Entries in The Encyclopedia of Religion and Nature. Edited by Bron Taylor. NY:Continuum. 9 pp.
The Fall story of Genesis 1-11 is not only a theological text. It is also an etiological narrative (a story about origins) concerning the rise of civilization in the late Neolithic period. Since the mid-19th century the modernist-fundamentalist culture war in North Atlantic Christianity has generated two highly polarized approaches to the biblical creation story: one that insists upon its putative historico-scientific content, and the other that views it as legend/folktale with no historical value. To move beyond this historicist straightjacket we might instead consider this story in terms of myth-as-memory. Might it be similar in character to origins-narratives of indigenous peoples, which postmodern anthropology is finally beginning to appreciate as legitimate “testimony” about prehistoric life?
Until recently there were few anthropological alternatives to post-Enlightenment evolutionary positivism’s perspective on origins. There is no grander narrative in modern culture than the myth of “Progress,” and this ideology is grounded in the story of humanity’s emergence from the swamp of ignorant homo erectus and Neanderthal to the triumph of increasingly rational, technologically-adept and socially complex cultures of Homo sapiens sapiens. Recent revisionist paleoanthropological reconstructions of human "pre-history," however, are challenging assumptions about the intrinsic nobility (or inevitability) of the so-called “Ascent of Man.”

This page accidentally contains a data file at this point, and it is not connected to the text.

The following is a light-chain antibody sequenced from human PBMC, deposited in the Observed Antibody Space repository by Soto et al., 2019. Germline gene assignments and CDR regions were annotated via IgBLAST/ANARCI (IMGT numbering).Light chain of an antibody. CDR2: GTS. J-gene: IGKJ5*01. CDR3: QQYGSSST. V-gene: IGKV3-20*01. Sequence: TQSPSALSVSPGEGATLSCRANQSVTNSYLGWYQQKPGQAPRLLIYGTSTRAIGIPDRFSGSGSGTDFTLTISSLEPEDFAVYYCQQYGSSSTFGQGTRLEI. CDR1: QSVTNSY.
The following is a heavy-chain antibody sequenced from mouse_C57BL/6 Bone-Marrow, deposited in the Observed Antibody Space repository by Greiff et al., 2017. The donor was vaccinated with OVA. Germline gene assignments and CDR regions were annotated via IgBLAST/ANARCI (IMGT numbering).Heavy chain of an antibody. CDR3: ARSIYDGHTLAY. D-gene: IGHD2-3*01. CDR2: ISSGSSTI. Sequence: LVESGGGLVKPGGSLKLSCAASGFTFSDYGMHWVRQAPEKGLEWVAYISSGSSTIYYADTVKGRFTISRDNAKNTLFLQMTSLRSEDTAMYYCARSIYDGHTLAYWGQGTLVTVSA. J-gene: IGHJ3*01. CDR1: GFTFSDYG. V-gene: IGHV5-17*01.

by Ched Myers
All articles on this site were written by Ched Myers unless otherwise specified.